News Americas, NEW YORK, NY, Fri. Mar. 22, 2019: Haitians in the U.S. Diaspora are weighing in on the ongoing strife in their homeland even as the country’s Parliament on Monday triggered another crisis by voting to oust the prime minister after only six months on the job.
The vote comes on the heels of weeks of renewed protests in the French Caribbean island nation over the alleged misuse of funds from the PetroCaribe agreement with Venezuela. Protests were so violent that several nations, including the US and Canada, issued ‘do not travel’ warnings while several were killed.
Billyne Francois, a South Florida-based, 23-year-old Haitian-American CEO, poet and on-air radio host, feels the root of the problem in Haiti lies in a lack of real leadership.
She also feels strongly that there needs to be more investment in the nation of Haiti and the laying of a stronger foundation for Haitians to build on.
“Haiti needs to get rid of foreign influences,” Francois, who is unafraid to use her platform to address important issues around the country, told News Americas. “Haiti has a lot of economic greatness, but no one ever sees it. Most of the crime is in the capital, and the government is corrupt…the inflation is hurting the economy and is causing a depression in Haiti.”
Semline Delva, 25, a Haitian-American program coordinator of Leadership and Civic Engagement at Kennesaw State University, agrees somewhat but feels the key is education.
If the Haitian government provides access to free, quality education to those who want to learn, this will give the people the leadership skills and experience needed to have leaders who can initiate positive change to improve the overall infrastructure of Haiti, Delva told News Americas.
“When people protest, they are looking for a space to be heard,” she added. “People are tired of broken promises, they are tired of the turmoil…and they are asking: ‘can the government help me?’”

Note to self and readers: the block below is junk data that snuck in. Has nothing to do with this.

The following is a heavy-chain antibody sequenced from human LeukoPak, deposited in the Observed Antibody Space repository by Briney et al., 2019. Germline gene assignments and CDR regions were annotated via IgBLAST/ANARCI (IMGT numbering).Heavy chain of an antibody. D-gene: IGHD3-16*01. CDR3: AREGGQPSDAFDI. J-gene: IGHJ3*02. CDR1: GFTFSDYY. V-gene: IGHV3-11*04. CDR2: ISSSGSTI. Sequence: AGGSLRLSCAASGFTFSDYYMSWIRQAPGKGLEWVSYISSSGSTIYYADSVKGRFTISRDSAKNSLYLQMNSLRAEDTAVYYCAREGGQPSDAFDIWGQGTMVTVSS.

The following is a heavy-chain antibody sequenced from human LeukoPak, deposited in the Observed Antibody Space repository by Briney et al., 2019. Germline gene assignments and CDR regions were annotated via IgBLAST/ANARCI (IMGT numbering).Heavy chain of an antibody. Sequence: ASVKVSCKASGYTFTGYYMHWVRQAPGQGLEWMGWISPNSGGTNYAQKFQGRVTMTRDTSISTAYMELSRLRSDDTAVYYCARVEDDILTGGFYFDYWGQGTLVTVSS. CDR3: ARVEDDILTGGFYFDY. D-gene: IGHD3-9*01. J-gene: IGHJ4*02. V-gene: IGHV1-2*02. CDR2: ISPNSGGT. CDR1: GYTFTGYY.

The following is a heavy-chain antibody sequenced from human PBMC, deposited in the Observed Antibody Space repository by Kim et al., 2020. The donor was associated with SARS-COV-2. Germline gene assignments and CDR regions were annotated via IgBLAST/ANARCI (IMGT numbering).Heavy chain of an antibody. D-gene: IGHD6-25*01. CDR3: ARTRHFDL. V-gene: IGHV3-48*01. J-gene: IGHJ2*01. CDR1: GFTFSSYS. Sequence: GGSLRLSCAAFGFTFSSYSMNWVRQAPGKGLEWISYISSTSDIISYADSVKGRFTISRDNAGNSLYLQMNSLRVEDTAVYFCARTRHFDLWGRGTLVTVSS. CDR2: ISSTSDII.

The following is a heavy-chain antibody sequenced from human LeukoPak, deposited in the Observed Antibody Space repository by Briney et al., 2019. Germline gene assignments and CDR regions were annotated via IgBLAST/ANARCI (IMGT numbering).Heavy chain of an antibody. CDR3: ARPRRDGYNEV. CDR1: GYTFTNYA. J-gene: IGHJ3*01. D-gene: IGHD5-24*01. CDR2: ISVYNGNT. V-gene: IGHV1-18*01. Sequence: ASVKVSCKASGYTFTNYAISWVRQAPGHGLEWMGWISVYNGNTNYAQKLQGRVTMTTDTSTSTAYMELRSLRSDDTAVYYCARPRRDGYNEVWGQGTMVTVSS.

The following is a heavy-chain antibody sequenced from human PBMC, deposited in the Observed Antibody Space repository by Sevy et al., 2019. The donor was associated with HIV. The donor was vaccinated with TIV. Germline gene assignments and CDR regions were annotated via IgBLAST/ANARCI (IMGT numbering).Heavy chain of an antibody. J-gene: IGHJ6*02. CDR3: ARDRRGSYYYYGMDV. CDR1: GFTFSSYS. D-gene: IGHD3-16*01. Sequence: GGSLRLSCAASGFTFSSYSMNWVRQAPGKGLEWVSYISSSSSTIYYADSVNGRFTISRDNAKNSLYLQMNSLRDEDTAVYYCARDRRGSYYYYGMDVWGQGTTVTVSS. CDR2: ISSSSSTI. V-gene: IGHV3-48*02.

She agrees with Francois that Haiti also needs to hire its own talent. “Haiti needs to buy back their resources, and … hire people from Haiti, instead of relying on other resources,” Delva said.
Mira Leon, a 20-year-old recent college graduate from Florida Atlantic University, who was raised in Haiti before moving to the U.S., feels personally connected to what is occurring in her home country.
She feels that Haitians in Haiti are suffering and because they feel like they are not being heard or cared for and continue to retaliate the only way they know how – taking to the streets in protest.
“We suffer as a people, but all the stuff happening makes it seem as if we’re complacent and not focused on our liberation,” Leon stated. We have terrible infrastructure, but there’s no hesitation to riot and destroy buildings that we ultimately have to clean up. As a country we face corruption like everyone else, but there’s a way to do things…we cannot move forward if we play an active role in holding ourselves back.”
But as the Diaspora watches in frustration, Haiti, a country of almost 11 million continues to spiral between constant leadership changes, protests, natural disasters and ongoing allegations of corruption in leadership. And despite having a viable tourist industry and with millions in aid and remittance pouring in annually, Haiti remains one of the world’s poorest countries and the poorest in the Americas region, with a GDP per capita at PPP US$1,200, a debt burden of 2.762 billion and with rising poverty, poor infrastructure, lack of health care and lack of education.
So what’s the solution? Perhaps as Francois states, it lies with the Haitian people who already have the kind of mindset in place that will help them achieve success. All that is missing now is someone in a position of leadership who knows how to invest in the nation of Haiti, lay a strong foundation and then build off of it.